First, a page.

Action Tip: Take disability-related surveys whenever you get the chance to express your experiences and opinions. Organizations use the information to communicate with legislators and inform law/policy recommendations. Call the voter hotline at (844) 347-8683 (DIS-VOTE) with any concerns you come across when voting.

Step 2: Bringing Legislation Forward: Recommendations can be made by individuals, advocacy agencies, advisory groups or state departments.

This issue was brought to the Wisconsin Elections Commission (WEC) by the advisory group. The group recommended a revision which would allow someone other than the voter to identify their name and address. The WEC voted unanimously to take it forward to a state legislator: Representative Shannon Zimmerman (R – River Falls).

Step 3: Drafting Legislation: The Legislative Reference Bureau (LRB) studies current state statute and determines what needs to happen to make the suggested changes. The LRB determines if changes need to go to a vote, or if an administrative rules update would fix the issue.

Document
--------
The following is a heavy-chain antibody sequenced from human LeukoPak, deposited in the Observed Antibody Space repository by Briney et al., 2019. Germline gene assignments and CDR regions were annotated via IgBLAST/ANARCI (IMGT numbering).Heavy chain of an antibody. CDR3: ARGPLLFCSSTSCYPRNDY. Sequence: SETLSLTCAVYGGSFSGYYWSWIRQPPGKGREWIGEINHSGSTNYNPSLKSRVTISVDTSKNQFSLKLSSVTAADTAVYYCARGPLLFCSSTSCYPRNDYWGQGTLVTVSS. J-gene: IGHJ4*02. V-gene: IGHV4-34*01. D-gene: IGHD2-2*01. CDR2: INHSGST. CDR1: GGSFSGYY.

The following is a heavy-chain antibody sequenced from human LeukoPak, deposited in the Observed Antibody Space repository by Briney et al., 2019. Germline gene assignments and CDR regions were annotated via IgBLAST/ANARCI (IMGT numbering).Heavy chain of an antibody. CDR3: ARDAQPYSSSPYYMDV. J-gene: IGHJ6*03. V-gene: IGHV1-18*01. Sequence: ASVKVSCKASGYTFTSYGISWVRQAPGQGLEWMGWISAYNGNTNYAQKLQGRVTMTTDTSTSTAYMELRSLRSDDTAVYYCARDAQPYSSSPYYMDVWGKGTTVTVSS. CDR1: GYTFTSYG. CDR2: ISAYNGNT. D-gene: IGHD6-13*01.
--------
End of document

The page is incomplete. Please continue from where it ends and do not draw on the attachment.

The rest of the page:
The LRB recommended modifying the statute to remove barriers to voting.

Step 4: Becoming a Bill: The LRB draft is sent to the most relevant committee which decides if the draft should get bill status.

The Assembly’s Committee on Campaigns and Elections voted to make it a bill, and it became AB 168.

Step 5: Public Hearing: Public hearings are scheduled to gather information and opinions and take those into account when amending bills. The public hearing is posted so anyone from the public can attend. People can either come and testify that day and/or they can submit written testimony.

The Assembly’s Committee on Campaigns and Elections held a public hearing to garner public testimony on AB 168

Action Tip: Public hearings are a great way to continue the conversation with legislators. Attend public hearings in your community that center around issues important to you, or submit written testimony. You will have a set time to speak. Typically, it is five minutes; the time may be shortened to two minutes if there are a lot of people to give testimony. After your testimony, the committee may ask questions, allowing a dialogue to take place.